C++ Witch laserlight's Avatar
    Join Date
    Oct 2003
    Location
    Singapore
    Posts
    22,265
    Quote Originally Posted by Fdisk
    But I don't think this will work... In fact it doesn't seem to do anything at all right now lol.
    It works, except that your error handling is incomplete. You need to discard the invalid input remaining on the standard input stream. This is why just reading it as a string to begin with is easier.
    C + C++ Compiler: MinGW port of GCC
    Version Control System: Bazaar

    Look up a C++ Reference and learn How To Ask Questions The Smart Way

  8. #8
    Frequently Quite Prolix dwks's Avatar
    Join Date
    Apr 2005
    Location
    Canada
    Posts
    8,048
    If you want to read the input as a string and then parse numbers from it:
    Code:
    char string[BUFSIZ];
    int number;
    if(!fgets(string, sizeof string, stdin)) {
        /* end of input detected, perhaps you want to quit the program */
    }
    else if(sscanf(string, "%d", &number) != 1) {
        /* invalid number entered */
    }
    else {
        printf("You entered %d.\n", number);
    }
    If you want to simply strip the remaining characters from the input: Trouble with assignment in C
    dwk

    Seek and ye shall find. quaere et invenies.

    "Simplicity does not precede complexity, but follows it." -- Alan Perlis
    "Testing can only prove the presence of bugs, not their absence." -- Edsger Dijkstra
    "The only real mistake is the one from which we learn nothing." -- John Powell


    Other boards: DaniWeb, TPS
    Unofficial Wiki FAQ: cpwiki.sf.net

    My website: http://dwks.theprogrammingsite.com/
    Projects: codeform, xuni, atlantis, nort, etc.

  9. #9
    Woof, woof! zacs7's Avatar
    Join Date
    Mar 2007
    Location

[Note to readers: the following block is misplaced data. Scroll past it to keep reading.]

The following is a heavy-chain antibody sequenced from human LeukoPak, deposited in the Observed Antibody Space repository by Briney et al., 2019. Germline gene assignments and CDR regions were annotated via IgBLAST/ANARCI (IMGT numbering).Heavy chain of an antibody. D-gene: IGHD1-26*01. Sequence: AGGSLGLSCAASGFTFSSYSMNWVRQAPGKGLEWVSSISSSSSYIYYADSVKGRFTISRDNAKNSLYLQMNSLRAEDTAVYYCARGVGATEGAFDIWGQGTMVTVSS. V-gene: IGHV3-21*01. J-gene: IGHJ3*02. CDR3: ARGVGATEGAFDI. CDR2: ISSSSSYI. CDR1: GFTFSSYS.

Australia
    Posts
    3,459
    You'll probably want to do some range checking also...

    Code:
    /* return 0 on success */
    int parse_ulint(const char * buffer, unsigned long int * dest)
    {
       unsigned long int tmp = 0;
       char * ep = NULL;
    
       assert(buffer != NULL);
       assert(dest != NULL);
    
       /* reset errno and attempt to parse */
       errno = 0;
       tmp = strtoul(buffer, &ep, 10);
    
       if(buffer[0] == '\0' || *ep != '\0')
       {
          return -2;        /* not a number */
       }else if(errno == ERANGE && tmp == ULONG_MAX){
          return -3;        /* range error */
       }else if(errno != 0){
          return -1;        /* some other error */
       }
    
       /* store the parsed value */
       *dest = tmp;
       return 0; /* success */
    }
    Of course if you just want integers, then just check for INT_MAX or INT_MIN (and use strtol instead of strtoul) from limits.h and return failure if the long int is outside of that range.

    Then all you need to do is read with fgets() as others suggest.
    Last edited by zacs7; 02-11-2010 at 03:31 PM.

Popular pages Recent additions subscribe to a feed

Similar Threads

  1. Input class project (again)
    By Elysia in forum C++ Programming
    Replies: 41
    Last Post: 02-13-2009, 10:52 AM
  2. I would love some input on my BST tree.
    By StevenGarcia in forum C++ Programming
    Replies: 4
    Last Post: 01-15-2007, 01:22 AM
  3. About aes
    By gumit in forum C Programming
    Replies: 13
    Last Post: 10-24-2006, 04:42 PM
  4. Structure and Linked List User Input Question
    By kevndale79 in forum C Programming
    Replies: 16
    Last Post: 10-05-2006, 12:09 PM
  5. need help with some input
    By blindleaf in forum C Programming
    Replies: 2
    Last Post: 03-16-2003, 01:50 PM

1 2 3 4 5 6 7 8 9 10 11 12 13 14 15 16 17 18 19 20 21